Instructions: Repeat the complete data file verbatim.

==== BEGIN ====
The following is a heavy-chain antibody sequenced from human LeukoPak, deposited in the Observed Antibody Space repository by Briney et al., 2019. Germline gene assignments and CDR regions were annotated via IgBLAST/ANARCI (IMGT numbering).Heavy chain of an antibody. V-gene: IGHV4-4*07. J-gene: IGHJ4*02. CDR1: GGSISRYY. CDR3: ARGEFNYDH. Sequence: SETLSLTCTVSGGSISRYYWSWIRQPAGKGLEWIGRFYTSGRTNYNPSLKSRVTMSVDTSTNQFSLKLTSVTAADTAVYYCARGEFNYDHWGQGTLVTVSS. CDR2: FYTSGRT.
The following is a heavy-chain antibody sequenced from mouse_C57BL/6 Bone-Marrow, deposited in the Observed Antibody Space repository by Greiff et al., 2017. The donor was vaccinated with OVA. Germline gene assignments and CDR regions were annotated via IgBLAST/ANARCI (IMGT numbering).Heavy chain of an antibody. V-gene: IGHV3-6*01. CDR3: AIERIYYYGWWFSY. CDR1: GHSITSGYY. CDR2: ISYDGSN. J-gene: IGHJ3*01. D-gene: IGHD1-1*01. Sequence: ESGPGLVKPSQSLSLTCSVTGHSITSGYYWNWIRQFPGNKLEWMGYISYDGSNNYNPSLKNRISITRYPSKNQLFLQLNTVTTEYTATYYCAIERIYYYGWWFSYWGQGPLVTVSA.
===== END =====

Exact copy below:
The following is a heavy-chain antibody sequenced from human LeukoPak, deposited in the Observed Antibody Space repository by Briney et al., 2019. Germline gene assignments and CDR regions were annotated via IgBLAST/ANARCI (IMGT numbering).Heavy chain of an antibody. V-gene: IGHV4-4*07. J-gene: IGHJ4*02. CDR1: GGSISRYY. CDR3: ARGEFNYDH. Sequence: SETLSLTCTVSGGSISRYYWSWIRQPAGKGLEWIGRFYTSGRTNYNPSLKSRVTMSVDTSTNQFSLKLTSVTAADTAVYYCARGEFNYDHWGQGTLVTVSS. CDR2: FYTSGRT.
The following is a heavy-chain antibody sequenced from mouse_C57BL/6 Bone-Marrow, deposited in the Observed Antibody Space repository by Greiff et al., 2017. The donor was vaccinated with OVA. Germline gene assignments and CDR regions were annotated via IgBLAST/ANARCI (IMGT numbering).Heavy chain of an antibody. V-gene: IGHV3-6*01. CDR3: AIERIYYYGWWFSY. CDR1: GHSITSGYY. CDR2: ISYDGSN. J-gene: IGHJ3*01. D-gene: IGHD1-1*01. Sequence: ESGPGLVKPSQSLSLTCSVTGHSITSGYYWNWIRQFPGNKLEWMGYISYDGSNNYNPSLKNRISITRYPSKNQLFLQLNTVTTEYTATYYCAIERIYYYGWWFSYWGQGPLVTVSA.